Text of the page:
Analyses of Kryptonia reveal that the bacteria need to rely on other microbes for several nutritional requirements, suggesting a reason this candidate phylum had not been found previously despite its abundance in geothermal springs. "We hypothesize that Kryptonia engages in a metabolic partnership, and it's very challenging to cultivate bacteria that have unique interactions in the wild that can't necessarily be replicated in the lab," said Eloe-Fadrosh, who credited the combined power of metagenomics and single-cell genomics to capture the novel microbes described in the paper. "I think one of the grand challenges for the field is to quantify microbial diversity, and these technologies are getting us closer to making that a reality."
The work reinforces the perspective published in Science last year by DOE JGI Director Eddy Rubin and Microbial Program head Tanja Woyke. "There are reasons to believe that current approaches may indeed miss taxa, particularly if they are very different from those that have so far been characterized," they wrote. "Past explorations of available metagenomic data sets have focused on the discovery of matches to the known genes and genomes--an analysis that is naturally biased against uncovering completely novel life."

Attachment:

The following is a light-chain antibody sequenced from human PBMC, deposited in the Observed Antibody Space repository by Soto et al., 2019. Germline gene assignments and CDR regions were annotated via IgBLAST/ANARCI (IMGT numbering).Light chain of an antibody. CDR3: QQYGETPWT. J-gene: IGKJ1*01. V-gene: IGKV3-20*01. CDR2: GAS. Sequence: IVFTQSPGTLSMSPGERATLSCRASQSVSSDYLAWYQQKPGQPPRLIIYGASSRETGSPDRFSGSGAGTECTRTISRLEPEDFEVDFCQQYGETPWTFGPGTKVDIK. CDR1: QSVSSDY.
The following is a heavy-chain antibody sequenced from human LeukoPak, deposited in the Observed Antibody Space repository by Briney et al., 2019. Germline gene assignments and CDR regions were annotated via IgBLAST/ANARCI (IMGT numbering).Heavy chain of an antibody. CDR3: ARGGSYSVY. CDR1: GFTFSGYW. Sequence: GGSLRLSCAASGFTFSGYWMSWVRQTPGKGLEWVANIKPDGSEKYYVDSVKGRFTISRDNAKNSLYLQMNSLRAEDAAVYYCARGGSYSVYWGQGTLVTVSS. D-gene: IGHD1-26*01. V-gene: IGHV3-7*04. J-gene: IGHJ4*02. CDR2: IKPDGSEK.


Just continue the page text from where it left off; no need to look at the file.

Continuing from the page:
Eloe-Fadrosh said the team found unique metabolic pathways in Kryptonia, hints that there may be other novel enzymes related to biological pathways waiting to be uncovered. "Just like Taq polymerase was revolutionary to molecular biology, there could be an enzyme in Kryptonia with biotechnological relevance," she added.